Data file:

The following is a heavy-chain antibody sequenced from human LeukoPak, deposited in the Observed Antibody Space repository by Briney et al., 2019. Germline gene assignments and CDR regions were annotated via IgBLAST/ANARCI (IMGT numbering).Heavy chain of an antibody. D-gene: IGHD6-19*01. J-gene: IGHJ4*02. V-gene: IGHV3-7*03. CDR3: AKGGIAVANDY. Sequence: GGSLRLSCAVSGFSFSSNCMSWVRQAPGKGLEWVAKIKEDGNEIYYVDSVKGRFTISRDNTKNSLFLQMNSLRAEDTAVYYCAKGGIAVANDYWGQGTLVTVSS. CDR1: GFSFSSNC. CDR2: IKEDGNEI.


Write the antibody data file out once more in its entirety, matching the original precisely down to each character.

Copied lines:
The following is a heavy-chain antibody sequenced from human LeukoPak, deposited in the Observed Antibody Space repository by Briney et al., 2019. Germline gene assignments and CDR regions were annotated via IgBLAST/ANARCI (IMGT numbering).Heavy chain of an antibody. D-gene: IGHD6-19*01. J-gene: IGHJ4*02. V-gene: IGHV3-7*03. CDR3: AKGGIAVANDY. Sequence: GGSLRLSCAVSGFSFSSNCMSWVRQAPGKGLEWVAKIKEDGNEIYYVDSVKGRFTISRDNTKNSLFLQMNSLRAEDTAVYYCAKGGIAVANDYWGQGTLVTVSS. CDR1: GFSFSSNC. CDR2: IKEDGNEI.